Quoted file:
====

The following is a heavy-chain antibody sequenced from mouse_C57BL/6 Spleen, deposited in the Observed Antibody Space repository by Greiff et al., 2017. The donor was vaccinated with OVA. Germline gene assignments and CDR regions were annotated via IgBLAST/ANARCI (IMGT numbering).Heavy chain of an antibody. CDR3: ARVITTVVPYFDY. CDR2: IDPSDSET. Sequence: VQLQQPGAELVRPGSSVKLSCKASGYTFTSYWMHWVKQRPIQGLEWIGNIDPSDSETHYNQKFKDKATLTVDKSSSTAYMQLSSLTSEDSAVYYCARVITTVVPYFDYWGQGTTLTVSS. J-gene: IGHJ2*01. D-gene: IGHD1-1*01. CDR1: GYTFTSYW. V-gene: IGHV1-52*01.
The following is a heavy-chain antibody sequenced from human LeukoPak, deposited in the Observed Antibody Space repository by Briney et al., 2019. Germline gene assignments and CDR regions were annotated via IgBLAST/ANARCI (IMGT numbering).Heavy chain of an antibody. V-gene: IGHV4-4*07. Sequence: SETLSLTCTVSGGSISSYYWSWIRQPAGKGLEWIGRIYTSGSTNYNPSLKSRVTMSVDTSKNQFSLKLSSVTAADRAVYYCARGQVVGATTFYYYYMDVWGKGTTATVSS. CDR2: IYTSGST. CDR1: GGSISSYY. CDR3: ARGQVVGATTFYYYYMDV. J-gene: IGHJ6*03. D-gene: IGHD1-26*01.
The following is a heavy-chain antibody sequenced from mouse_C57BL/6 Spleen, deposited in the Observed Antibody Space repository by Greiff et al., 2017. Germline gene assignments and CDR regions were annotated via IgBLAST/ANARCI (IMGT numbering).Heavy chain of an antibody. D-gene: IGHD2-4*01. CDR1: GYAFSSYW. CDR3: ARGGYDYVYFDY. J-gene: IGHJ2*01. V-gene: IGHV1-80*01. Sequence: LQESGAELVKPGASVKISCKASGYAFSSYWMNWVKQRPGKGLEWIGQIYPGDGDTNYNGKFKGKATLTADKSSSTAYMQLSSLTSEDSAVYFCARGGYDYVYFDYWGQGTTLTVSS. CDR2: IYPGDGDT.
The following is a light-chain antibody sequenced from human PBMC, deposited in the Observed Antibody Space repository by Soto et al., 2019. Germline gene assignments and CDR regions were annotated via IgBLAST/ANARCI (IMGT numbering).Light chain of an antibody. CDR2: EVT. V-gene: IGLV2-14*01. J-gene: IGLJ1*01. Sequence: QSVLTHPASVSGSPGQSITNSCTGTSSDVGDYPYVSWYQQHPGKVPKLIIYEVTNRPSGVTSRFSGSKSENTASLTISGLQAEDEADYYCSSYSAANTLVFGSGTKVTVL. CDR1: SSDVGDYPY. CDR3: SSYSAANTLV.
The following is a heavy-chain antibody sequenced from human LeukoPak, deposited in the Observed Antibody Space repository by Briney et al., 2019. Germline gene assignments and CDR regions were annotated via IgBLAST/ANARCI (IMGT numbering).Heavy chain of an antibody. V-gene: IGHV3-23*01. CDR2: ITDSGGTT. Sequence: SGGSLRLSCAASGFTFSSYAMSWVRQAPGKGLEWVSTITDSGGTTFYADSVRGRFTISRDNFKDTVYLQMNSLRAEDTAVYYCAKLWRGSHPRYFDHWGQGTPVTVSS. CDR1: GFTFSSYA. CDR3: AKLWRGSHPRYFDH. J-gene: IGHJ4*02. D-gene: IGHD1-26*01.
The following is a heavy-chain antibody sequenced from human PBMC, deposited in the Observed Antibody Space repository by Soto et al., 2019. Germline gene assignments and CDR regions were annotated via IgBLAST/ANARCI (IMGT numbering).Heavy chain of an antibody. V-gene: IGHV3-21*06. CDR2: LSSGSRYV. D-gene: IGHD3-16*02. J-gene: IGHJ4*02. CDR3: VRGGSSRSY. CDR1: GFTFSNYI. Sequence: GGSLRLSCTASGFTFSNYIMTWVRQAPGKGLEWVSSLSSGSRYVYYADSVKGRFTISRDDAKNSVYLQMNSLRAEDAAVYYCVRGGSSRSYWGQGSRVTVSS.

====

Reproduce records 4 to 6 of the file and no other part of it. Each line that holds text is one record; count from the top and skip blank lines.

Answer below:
The following is a light-chain antibody sequenced from human PBMC, deposited in the Observed Antibody Space repository by Soto et al., 2019. Germline gene assignments and CDR regions were annotated via IgBLAST/ANARCI (IMGT numbering).Light chain of an antibody. CDR2: EVT. V-gene: IGLV2-14*01. J-gene: IGLJ1*01. Sequence: QSVLTHPASVSGSPGQSITNSCTGTSSDVGDYPYVSWYQQHPGKVPKLIIYEVTNRPSGVTSRFSGSKSENTASLTISGLQAEDEADYYCSSYSAANTLVFGSGTKVTVL. CDR1: SSDVGDYPY. CDR3: SSYSAANTLV.
The following is a heavy-chain antibody sequenced from human LeukoPak, deposited in the Observed Antibody Space repository by Briney et al., 2019. Germline gene assignments and CDR regions were annotated via IgBLAST/ANARCI (IMGT numbering).Heavy chain of an antibody. V-gene: IGHV3-23*01. CDR2: ITDSGGTT. Sequence: SGGSLRLSCAASGFTFSSYAMSWVRQAPGKGLEWVSTITDSGGTTFYADSVRGRFTISRDNFKDTVYLQMNSLRAEDTAVYYCAKLWRGSHPRYFDHWGQGTPVTVSS. CDR1: GFTFSSYA. CDR3: AKLWRGSHPRYFDH. J-gene: IGHJ4*02. D-gene: IGHD1-26*01.
The following is a heavy-chain antibody sequenced from human PBMC, deposited in the Observed Antibody Space repository by Soto et al., 2019. Germline gene assignments and CDR regions were annotated via IgBLAST/ANARCI (IMGT numbering).Heavy chain of an antibody. V-gene: IGHV3-21*06. CDR2: LSSGSRYV. D-gene: IGHD3-16*02. J-gene: IGHJ4*02. CDR3: VRGGSSRSY. CDR1: GFTFSNYI. Sequence: GGSLRLSCTASGFTFSNYIMTWVRQAPGKGLEWVSSLSSGSRYVYYADSVKGRFTISRDDAKNSVYLQMNSLRAEDAAVYYCVRGGSSRSYWGQGSRVTVSS.